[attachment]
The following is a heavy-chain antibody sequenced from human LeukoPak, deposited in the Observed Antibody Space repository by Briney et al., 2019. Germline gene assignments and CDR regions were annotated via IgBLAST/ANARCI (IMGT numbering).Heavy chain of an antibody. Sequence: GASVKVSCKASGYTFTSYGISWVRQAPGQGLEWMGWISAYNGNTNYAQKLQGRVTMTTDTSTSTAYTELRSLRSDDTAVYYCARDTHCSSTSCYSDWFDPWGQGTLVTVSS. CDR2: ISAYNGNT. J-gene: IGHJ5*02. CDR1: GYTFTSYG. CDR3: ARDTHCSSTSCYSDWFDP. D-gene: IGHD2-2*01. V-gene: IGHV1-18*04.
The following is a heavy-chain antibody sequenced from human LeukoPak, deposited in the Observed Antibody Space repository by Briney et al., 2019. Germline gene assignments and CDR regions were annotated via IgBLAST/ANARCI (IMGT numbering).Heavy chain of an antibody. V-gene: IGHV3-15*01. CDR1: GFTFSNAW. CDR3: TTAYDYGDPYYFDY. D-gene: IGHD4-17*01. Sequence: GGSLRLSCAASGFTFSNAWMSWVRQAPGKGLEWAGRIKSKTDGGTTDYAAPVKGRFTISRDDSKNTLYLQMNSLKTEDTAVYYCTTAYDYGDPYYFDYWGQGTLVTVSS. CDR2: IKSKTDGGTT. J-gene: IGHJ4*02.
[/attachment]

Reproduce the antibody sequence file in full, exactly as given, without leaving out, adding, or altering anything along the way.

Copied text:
The following is a heavy-chain antibody sequenced from human LeukoPak, deposited in the Observed Antibody Space repository by Briney et al., 2019. Germline gene assignments and CDR regions were annotated via IgBLAST/ANARCI (IMGT numbering).Heavy chain of an antibody. Sequence: GASVKVSCKASGYTFTSYGISWVRQAPGQGLEWMGWISAYNGNTNYAQKLQGRVTMTTDTSTSTAYTELRSLRSDDTAVYYCARDTHCSSTSCYSDWFDPWGQGTLVTVSS. CDR2: ISAYNGNT. J-gene: IGHJ5*02. CDR1: GYTFTSYG. CDR3: ARDTHCSSTSCYSDWFDP. D-gene: IGHD2-2*01. V-gene: IGHV1-18*04.
The following is a heavy-chain antibody sequenced from human LeukoPak, deposited in the Observed Antibody Space repository by Briney et al., 2019. Germline gene assignments and CDR regions were annotated via IgBLAST/ANARCI (IMGT numbering).Heavy chain of an antibody. V-gene: IGHV3-15*01. CDR1: GFTFSNAW. CDR3: TTAYDYGDPYYFDY. D-gene: IGHD4-17*01. Sequence: GGSLRLSCAASGFTFSNAWMSWVRQAPGKGLEWAGRIKSKTDGGTTDYAAPVKGRFTISRDDSKNTLYLQMNSLKTEDTAVYYCTTAYDYGDPYYFDYWGQGTLVTVSS. CDR2: IKSKTDGGTT. J-gene: IGHJ4*02.